A collaboration between researchers from Denmark and Canada has demonstrated that surgeons novice in laparoscopy can meaningfully improve their technique with a bit of digital interactive training. In the British Medical Journal the researchers show how a virtual laparoscopic simulator was used to almost double the speed of surgeons.
Here are the summary findings from the study abstract:
Main outcome measure The main outcome measure was technical performance assessed by two independent observers blinded to trainee and training status using a previously validated general and task specific rating scale. The secondary outcome measure was operation time in minutes.
Results The simulator trained group (n=11) reached a median total score of 33 points (interquartile range 32-36 points), equivalent to the experience gained after 20-50 laparoscopic procedures, whereas the control group (n=10) reached a median total score of 23 (22-27) points, equivalent to the experience gained from fewer than five procedures (P<0.001). The median total operation time in the simulator trained group was 12 minutes (interquartile range 10-14 minutes) and in the control group was 24 (20-29) minutes (P<0.001). The observers' inter-rater agreement was 0.79. Conclusion Skills in laparoscopic surgery can be increased in a clinically relevant manner using proficiency based virtual reality simulator training. The performance level of novices was increased to that of intermediately experienced laparoscopists and operation time was halved. Simulator training should be considered before trainees carry out laparoscopic procedures.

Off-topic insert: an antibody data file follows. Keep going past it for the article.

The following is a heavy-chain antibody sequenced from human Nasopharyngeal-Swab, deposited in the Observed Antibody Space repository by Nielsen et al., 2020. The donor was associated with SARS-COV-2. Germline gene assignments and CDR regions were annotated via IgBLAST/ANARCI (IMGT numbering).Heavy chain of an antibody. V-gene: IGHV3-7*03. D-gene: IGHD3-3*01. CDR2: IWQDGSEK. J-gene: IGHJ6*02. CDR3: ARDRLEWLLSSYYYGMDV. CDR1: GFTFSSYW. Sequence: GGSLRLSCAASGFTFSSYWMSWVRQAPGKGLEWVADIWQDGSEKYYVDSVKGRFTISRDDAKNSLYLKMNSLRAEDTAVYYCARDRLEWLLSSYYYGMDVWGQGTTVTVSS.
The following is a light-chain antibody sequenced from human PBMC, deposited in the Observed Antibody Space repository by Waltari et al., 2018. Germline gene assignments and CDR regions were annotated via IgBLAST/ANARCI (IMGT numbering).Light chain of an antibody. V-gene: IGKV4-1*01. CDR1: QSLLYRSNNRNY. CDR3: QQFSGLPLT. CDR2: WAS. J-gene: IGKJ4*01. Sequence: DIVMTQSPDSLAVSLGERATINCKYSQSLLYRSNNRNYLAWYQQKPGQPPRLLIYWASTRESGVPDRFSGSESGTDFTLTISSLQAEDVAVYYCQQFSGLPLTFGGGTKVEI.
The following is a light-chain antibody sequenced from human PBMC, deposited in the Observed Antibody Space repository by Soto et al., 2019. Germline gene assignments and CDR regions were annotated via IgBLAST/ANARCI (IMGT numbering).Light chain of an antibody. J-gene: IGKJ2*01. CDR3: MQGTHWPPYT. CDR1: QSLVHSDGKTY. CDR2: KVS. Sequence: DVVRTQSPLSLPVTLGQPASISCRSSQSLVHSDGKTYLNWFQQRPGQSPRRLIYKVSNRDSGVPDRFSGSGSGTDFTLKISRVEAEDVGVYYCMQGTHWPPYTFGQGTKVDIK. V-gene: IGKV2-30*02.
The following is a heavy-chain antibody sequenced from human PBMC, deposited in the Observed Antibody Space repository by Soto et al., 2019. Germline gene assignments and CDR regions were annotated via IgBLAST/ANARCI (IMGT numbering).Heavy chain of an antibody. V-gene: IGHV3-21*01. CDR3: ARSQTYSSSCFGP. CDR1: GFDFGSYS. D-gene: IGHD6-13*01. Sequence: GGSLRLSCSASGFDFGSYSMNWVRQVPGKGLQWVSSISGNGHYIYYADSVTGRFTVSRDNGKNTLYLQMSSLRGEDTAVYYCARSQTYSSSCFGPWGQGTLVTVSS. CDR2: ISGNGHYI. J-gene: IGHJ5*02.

Video from BMJ with a more comprehensive demonstration of the training and interviews with the principals:
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Abstract in BMJ: Effect of virtual reality training on laparoscopic surgery: randomised controlled trial